Your boss is a push factor for your resignation, but don’t open Pandora’s box at your exit interview. Sasha Gonzales asked two career experts in Singapore for tips on how to leave with finesse.
Don’t bring up your real reason for leaving
Focus on the pull factors of your new job rather than the push factors from within the organisation — that is, your boss, says Paul Heng, executive coach at Next Corporate Coaching Services in Singapore. Keep the conversation positive and professional.
“Personal reasons” is a good thing to say
“If you don’t have a new job lined up, just say that you are leaving for personal reasons, for example, you’re planning a break or will be looking after your aged parents,” advises Paul.
“It’s time for me to move on” is also a great excuse
This is one of the most diplomatic reasons to state, says Cheng Chee Seng, principal therapist at Life Transitions in Singapore. The company might have been planning to promote or transfer you, and if they know you’re up for a new challenge, they might ask you to stay.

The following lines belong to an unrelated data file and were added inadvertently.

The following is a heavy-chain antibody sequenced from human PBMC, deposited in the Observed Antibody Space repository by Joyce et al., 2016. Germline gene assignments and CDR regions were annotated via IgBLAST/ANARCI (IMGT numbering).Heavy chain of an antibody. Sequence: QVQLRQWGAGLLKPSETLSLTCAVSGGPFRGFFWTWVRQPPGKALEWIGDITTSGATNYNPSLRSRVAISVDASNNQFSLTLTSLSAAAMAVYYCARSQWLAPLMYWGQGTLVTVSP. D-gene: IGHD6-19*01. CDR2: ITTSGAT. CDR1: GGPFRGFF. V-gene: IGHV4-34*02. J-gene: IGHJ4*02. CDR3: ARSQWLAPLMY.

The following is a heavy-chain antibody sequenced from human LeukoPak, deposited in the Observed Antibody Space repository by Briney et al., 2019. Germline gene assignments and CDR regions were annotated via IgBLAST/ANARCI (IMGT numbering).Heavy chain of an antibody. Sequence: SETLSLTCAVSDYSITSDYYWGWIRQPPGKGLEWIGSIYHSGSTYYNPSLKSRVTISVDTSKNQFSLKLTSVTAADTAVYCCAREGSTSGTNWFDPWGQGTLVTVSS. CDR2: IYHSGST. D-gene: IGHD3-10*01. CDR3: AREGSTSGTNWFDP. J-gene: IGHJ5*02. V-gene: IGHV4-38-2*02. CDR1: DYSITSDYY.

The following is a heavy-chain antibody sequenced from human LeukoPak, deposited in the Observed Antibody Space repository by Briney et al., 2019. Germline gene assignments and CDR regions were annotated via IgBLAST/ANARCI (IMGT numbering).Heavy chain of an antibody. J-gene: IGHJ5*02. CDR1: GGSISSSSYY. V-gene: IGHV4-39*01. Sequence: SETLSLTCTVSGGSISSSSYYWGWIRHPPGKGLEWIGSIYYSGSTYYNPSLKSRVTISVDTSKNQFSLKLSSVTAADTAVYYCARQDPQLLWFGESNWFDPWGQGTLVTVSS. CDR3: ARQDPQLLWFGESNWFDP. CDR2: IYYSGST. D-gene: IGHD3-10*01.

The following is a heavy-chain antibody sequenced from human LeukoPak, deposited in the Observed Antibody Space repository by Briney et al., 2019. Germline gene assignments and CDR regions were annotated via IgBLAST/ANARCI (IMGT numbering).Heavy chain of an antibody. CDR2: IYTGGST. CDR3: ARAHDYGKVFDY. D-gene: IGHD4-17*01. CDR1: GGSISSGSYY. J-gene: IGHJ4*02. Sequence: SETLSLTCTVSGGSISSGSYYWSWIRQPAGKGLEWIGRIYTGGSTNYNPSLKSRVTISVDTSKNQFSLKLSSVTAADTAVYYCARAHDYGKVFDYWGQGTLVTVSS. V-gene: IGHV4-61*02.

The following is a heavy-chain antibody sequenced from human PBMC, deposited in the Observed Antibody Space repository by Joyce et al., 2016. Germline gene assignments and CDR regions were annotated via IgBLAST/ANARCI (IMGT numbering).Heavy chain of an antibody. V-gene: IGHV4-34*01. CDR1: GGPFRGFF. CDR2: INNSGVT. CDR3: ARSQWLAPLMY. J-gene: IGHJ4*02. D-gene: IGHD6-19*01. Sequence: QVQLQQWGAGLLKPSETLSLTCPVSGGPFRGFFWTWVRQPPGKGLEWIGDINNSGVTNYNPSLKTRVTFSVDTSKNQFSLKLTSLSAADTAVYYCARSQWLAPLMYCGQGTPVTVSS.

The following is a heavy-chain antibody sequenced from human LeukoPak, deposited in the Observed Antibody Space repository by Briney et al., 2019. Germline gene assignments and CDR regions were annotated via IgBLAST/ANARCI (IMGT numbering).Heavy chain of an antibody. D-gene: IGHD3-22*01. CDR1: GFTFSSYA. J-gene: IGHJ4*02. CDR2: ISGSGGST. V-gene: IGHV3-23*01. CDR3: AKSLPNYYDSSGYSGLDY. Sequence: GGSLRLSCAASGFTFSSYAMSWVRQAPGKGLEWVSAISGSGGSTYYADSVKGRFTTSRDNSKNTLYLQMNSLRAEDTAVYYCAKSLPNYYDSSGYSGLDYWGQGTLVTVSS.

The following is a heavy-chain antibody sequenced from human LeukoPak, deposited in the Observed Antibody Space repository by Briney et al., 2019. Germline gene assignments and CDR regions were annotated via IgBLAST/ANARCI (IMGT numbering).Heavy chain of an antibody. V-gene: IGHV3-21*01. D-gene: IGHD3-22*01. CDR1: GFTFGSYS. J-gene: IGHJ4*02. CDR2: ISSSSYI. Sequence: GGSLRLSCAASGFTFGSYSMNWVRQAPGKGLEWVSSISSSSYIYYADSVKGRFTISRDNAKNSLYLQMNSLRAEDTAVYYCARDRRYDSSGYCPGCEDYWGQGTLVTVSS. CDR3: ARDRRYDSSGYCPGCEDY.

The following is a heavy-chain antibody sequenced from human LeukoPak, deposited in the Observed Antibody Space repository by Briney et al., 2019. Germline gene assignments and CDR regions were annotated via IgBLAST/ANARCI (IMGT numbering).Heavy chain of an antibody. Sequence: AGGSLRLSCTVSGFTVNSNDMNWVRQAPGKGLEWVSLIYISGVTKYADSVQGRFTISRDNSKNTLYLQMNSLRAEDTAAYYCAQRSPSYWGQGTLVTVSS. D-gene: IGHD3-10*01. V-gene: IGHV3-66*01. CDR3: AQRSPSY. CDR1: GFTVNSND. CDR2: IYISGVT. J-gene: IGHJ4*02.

Don’t act like a sore loser
Your exit interview is not the time to ask HR why your boss overlooked you for that promotion. “Management has their reasons, but this is not the time to make them tell you what they are,” Chee Seng says. “They’ll just think you’re bitter.”
Don’t be a back-stabber
Control the urge to sabotage your boss during the exit interview, because no one likes a tattletale.. “Besides, you’re probably going to need a character reference from your employer,” Chee Seng adds. That said, you shouldn’t act like a victim either.
Don’t bitch about your boss
Colleagues will want to know why you’re leaving, but don’t tell them that your boss is the reason.
Show your appreciation
On your last day, remember to say goodbye to everyone you’ve worked with, including your boss. “You never know when your boss might invite you back, so it’s important to come across as professional, right up until your last day,” says Paul.
Make your boss feel really, really good
After you’ve left, send a hamper to your boss with a simple Thank You note, says Chee Seng. Everyone in the office will see it. Hypocrisy? No, diplomacy. “You’ve just turned the tables on her and it shows you have class,” he says.
This article was first published in Simply Her July 2012.